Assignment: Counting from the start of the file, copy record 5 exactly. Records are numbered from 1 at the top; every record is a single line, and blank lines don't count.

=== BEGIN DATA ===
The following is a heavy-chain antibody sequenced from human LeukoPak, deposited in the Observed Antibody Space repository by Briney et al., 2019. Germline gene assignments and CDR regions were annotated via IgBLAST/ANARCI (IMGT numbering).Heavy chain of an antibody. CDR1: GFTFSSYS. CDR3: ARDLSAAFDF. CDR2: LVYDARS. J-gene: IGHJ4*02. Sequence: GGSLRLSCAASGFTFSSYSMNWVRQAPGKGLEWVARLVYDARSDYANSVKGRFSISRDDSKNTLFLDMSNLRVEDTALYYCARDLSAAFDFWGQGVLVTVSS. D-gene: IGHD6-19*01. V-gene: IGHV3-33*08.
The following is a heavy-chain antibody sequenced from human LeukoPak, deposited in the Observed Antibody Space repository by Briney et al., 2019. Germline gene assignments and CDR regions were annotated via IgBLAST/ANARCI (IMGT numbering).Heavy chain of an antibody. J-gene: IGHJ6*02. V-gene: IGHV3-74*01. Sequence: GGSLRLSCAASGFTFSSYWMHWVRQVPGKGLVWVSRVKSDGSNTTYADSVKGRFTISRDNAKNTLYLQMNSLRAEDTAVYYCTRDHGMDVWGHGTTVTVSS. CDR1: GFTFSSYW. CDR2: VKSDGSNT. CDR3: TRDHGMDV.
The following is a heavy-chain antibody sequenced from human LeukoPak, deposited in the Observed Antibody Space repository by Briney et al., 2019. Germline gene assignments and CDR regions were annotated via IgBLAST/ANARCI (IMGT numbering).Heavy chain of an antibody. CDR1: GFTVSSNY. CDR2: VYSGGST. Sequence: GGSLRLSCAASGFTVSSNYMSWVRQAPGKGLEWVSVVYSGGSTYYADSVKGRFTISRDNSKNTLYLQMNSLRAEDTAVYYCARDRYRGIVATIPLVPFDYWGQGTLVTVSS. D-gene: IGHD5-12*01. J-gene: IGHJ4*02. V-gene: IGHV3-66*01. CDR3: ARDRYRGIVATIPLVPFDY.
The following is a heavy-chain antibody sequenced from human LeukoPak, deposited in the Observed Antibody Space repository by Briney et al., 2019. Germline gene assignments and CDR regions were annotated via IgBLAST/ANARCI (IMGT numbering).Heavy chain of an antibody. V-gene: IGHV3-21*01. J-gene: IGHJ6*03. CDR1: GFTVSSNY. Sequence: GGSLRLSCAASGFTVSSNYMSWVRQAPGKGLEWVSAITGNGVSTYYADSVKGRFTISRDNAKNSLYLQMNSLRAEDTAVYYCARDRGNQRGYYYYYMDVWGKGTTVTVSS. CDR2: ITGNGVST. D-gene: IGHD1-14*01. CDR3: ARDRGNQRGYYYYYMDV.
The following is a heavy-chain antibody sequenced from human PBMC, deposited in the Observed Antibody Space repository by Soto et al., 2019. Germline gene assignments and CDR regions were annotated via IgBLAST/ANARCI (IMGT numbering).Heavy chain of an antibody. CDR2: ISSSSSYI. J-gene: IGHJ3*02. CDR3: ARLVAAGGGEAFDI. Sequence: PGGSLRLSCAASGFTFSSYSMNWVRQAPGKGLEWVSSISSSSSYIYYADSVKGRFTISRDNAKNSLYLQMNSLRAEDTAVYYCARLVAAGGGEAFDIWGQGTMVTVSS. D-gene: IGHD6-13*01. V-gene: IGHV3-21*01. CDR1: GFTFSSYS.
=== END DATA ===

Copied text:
The following is a heavy-chain antibody sequenced from human PBMC, deposited in the Observed Antibody Space repository by Soto et al., 2019. Germline gene assignments and CDR regions were annotated via IgBLAST/ANARCI (IMGT numbering).Heavy chain of an antibody. CDR2: ISSSSSYI. J-gene: IGHJ3*02. CDR3: ARLVAAGGGEAFDI. Sequence: PGGSLRLSCAASGFTFSSYSMNWVRQAPGKGLEWVSSISSSSSYIYYADSVKGRFTISRDNAKNSLYLQMNSLRAEDTAVYYCARLVAAGGGEAFDIWGQGTMVTVSS. D-gene: IGHD6-13*01. V-gene: IGHV3-21*01. CDR1: GFTFSSYS.